These reports take some work on my part to put together each semester and send home, but I know it is worth the effort. My parents and students are much better informed about their current levels of achievement, process, and growth in my class. They can identify areas of mastery and opportunities for improvement. They know what their academic grade means and get valuable feedback. And they may not take as much time as you think because all the time spent combining these three areas, figuring out points, and calculating weights can be put into reporting them separately!

Although we work to be in touch frequently with all of our parents, the reality is that for some the report card is the ultimate communication tool. If this is the case, shouldn’t we do everything in our power to make it informative and productive?

Starting those tough conversations…

I had the wonderful opportunity to listen to Mr. Rick Wormeli (@RickWormeli) yesterday via a webinar on Standards Based Assessment and Grading. I found myself agreeing with everything he was saying, and it was a great reminder of why I am standards based in my classroom. I then realized my next step…

My take-away from today was that I need to start having tough conversations with some of my colleagues and administrators regarding grading. I don’t want to be overbearing or pushy, but this reform needs to happen. We need to refocus our classrooms and schools on learning rather than grades. I feel the ‘moral imperative’ as Mr. Wormeli puts it to facilitate change and progress in this regard. It begins with discussions of purpose surrounding grading as well as beliefs behind grading practices.

Mr. Wormeli said that 80 percent of the switch is a shift in mindset, while the other 20 percent is the nuts and bolts of implementing Standards Based Grading. This is huge. The paradigm shift to standards based learning and grading is of utmost importance. Helping others understand why our grading system could improve in accuracy and integrity is something I hope to do.  We cannot let implementation stand in the way of grading and assessment reform. There are so many ways to manipulate or support grade book programs, inform stakeholders, and even report things like letter grades when we are mandated to do so.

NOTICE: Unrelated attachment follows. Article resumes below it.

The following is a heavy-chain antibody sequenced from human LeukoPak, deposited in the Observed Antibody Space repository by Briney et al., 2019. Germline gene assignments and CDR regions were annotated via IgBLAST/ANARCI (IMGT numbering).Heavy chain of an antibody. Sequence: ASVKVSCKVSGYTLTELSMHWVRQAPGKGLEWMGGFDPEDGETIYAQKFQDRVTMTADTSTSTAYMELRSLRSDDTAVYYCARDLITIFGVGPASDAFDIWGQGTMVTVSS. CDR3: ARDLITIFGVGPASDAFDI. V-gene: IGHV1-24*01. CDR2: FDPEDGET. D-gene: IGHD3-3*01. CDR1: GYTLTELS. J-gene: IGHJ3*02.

Paradigm shifts take time – this may be part of why I feel so strongly about starting conversations. I do not expect anyone to just change their thinking and be ready for standards based culture instantaneously. But if we don’t start talking about it, nothing will happen.

I am so glad I had the opportunity to hear Mr. Wormeli speak. Grades get falsified in so many ways, and this needs to stop. We must begin some of these difficult conversations now in order to move forward together. The purpose of grading and beliefs behind practice need to be worked out and decided upon together so we can make the shift to healthier grading for our students.

Standards based grading in a traditional world

It is the elephant in the room at times… I really want to change to Standards Based Grading, I understand the thinking behind it, I know it will be better for my students and the culture of my classroom, but…

How do I accomplish this when the rest of my school is traditional?

This is a question I get asked often, as I am one of very few in my school district that are standards based. I work in a large district, so many times my students are only standards based for my class, and then spend the rest of their day in a more traditional setting.

I feel that the first step in this transitional feat is to genuinely make the paradigm shift to Standards Based Learning and Grading. Make the commitment to change the culture of your classroom. Once you have made the shift, it seems impossible to go back. I cannot imagine returning to a traditional grading system. I am driven to provide my students the best learning experience possible and I refuse to let a traditional system get in the way. Once you believe learning is paramount over assigning points, scores, and letters – you are probably past the point of no return. You will not sacrifice student learning because of the system in place.

After you make the paradigm shift, it is time for some creativity. I have had to create my own system within a system. I am required to give letter grades at progress report time and semester. I made my computerized grade book work for me, not against my beliefs. I designed learning experiences and aligned assessments to my standards and values as an educator.

Another concern I hear frequently is regarding pushback. Won’t my parents, students, colleagues, even administration push back against something so different? The short answer is yes. You will get feedback both positive and negative about making the change. The key is to take all of it and grow and learn yourself. Communicate with all your stakeholders as much as possible about why you chose to transition. Explain that you made the shift in the interest of student learning, growth, and improvement. Help them make progress along with you.

If this still feels daunting, know you are not alone. I implore you to stay the Standards Based journey no matter how difficult. We stand together for our students. We need to create cultures that support our students, not ones that encourage compliance and fear. Reach out for support when you need it, there are plenty of people who believe in this structure and are willing to help you, myself included.